They have left Manuel alone to twist in the wind because they know he’s not returning. They are studying their options. Speaking of which, they appear to have lost out on Kevin Towers, who appears to be headed for Arizona. He would have been intriguing.

So, it is officially over, but we’ve known for awhile now that it wasn’t going to happen for the Mets. For me, I thought the series just prior to the break when they lost to Atlanta was a determining moment. From there, came the disastrous West Coast slide that coincided with the return of Carlos Beltran.

From there, the rest of the season was a formality.

Sep 21

New Chat Room; Pelfrey tonight.

To access the New Chat Room, click onto the Mets Chat icon to your left.

Game #151 at Marlins

Some Mets are playing for personal numbers now, and Mike Pelfrey will get two more starts after tonight and has a shot at 17 victories, which would be outstanding considering he was MIA for nearly six weeks. Collectively, the Mets still have a chance at .500, but they’ve played lousy on the road all year and these next six games will be difficult.

Also, third place looks better than fourth.

The Jerry Manuel Era slowly winds down with Game #151 tonight at Florida.

Sep 21

Bay’s Future in Doubt?

No one can say for certain if Boston poisoned Bay’s water before he ended up in a Mets’ uniform, but the once big-time slugger has experienced a falling off of monumental proportions this season. That’s not to say that some hasn’t been injury-induced; and any transplant from an AL lineup gets a season of doubt’s benefit. But in plain English, Bay simply didn’t pan out like the Mets had hoped.

Now it seems that the young ballplayer’s future may be hanging in the balance altogether after a July 22 concussion that Jason’s seemingly not recovering from.

Bay had left a game earlier this year due to leg problems, had taken a few off like a baby Manny for minor ailments and, after smacking into the wall at Dodger Stadium in late July, was eventually diagnosed with a “mild” concussion.

The Mets originally placed Bay on the 15-day DL due to his concussion, but now have moved that to 60 days. It’s an obvious move to give Bay time to heal properly in a season that went nowhere fast, but the interesting part in this is that Bay was also said to have been suffering from physical exertion.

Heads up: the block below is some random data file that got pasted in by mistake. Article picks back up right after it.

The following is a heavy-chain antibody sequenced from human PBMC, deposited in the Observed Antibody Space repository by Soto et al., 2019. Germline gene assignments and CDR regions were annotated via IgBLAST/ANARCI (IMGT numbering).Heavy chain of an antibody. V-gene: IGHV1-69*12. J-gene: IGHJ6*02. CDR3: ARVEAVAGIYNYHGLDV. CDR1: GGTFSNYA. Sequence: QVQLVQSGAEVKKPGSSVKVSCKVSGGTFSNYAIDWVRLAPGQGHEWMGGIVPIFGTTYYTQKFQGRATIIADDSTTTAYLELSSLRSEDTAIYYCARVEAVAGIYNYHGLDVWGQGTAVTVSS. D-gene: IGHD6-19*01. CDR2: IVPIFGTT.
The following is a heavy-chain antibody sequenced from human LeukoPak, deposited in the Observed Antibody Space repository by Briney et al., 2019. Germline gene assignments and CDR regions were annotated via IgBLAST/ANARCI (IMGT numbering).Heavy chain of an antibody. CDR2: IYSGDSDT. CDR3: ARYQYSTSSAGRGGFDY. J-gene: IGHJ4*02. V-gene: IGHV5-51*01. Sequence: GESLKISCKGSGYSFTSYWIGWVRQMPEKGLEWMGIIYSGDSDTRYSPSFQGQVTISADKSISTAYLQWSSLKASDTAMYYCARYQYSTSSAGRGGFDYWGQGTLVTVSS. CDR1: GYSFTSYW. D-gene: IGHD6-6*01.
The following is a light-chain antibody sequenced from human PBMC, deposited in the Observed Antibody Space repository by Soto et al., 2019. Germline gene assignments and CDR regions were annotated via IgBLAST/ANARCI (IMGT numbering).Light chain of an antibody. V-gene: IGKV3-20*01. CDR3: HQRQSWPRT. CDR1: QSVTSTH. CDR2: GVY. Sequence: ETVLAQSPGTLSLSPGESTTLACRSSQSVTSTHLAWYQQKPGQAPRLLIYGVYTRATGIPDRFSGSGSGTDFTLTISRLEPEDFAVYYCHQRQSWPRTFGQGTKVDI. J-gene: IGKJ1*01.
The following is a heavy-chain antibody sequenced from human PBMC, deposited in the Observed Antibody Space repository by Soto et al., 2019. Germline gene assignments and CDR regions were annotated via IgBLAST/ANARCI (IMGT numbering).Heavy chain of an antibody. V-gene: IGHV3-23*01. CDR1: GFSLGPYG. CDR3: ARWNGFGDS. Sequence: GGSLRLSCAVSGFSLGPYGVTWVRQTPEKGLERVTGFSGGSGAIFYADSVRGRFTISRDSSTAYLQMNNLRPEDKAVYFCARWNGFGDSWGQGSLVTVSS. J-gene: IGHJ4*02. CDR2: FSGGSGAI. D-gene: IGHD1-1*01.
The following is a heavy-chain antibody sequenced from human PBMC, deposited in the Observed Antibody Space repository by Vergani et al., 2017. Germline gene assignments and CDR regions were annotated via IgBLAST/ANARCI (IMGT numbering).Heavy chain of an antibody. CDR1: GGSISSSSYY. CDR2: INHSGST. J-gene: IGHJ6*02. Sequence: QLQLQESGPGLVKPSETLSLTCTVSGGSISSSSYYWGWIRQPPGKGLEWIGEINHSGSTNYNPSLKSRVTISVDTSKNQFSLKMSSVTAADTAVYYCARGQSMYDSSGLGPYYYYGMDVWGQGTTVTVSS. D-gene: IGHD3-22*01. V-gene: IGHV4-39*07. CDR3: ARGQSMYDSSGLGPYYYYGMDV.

On its surface, Bay’s odds of coming back at a full strength—and hopefully a lot more effective—next season are solid – a good 5:3. However, in light of recent scientific advancements on brain injuries and their link to long-term diseases, the odds that Bay will be “okay” in his later years are another story – maybe 20:1.

Sadly, you’ll find better odds playing online slots, and that’s tragic for Bay and every other player to suffer concussions and then not heal properly. It’s bad news, and there’s no getting around it.

Thanks to Chris Nowinski, his partners, and many volunteered brains of former athletes, the first major cause of—the ironically named in Bay’s or any other MLB player’s case—Lou Gehrig’s disease, ALS, has been found.

In every brain submitted to Chris from an ALS patient, one factor was present – the brain displayed symptoms of concussions that did not heal properly and thus sent protein deposits into the spinal cord. After years of buildup, these young athletes contracted ALS.

The odds of suffering concussions and contracting ALS are slim on their own, about 1000:1 – better than you’d find on any online blackjack games to be sure. But concussions that don’t heal properly, and those with other complications, are another story. These are the concussions that produce the proteins, and these proteins can produce ALS.

In an investigation into Lou Gehrig’s personal history, HBO’s Real Sports’ host Bernie Goldberg found that Gehrig had suffered multiple concussions during his time on the field, some severe enough to leave him unconscious. And let’s not forget that Gehrig was Cal Ripken decades before there was a Cal Ripken – he was the Iron Horse, never missing a game.

Hopefully, Bay will heal just fine and won’t suffer the fate of the dreaded protein deposits from this concussion. And the Mets’ kid gloves approach really bodes well for his future. But knowing what we know now about the horrible disease and its cause, it truly makes you take a harder look at athletes and question how they’re “really” recovering from injuries.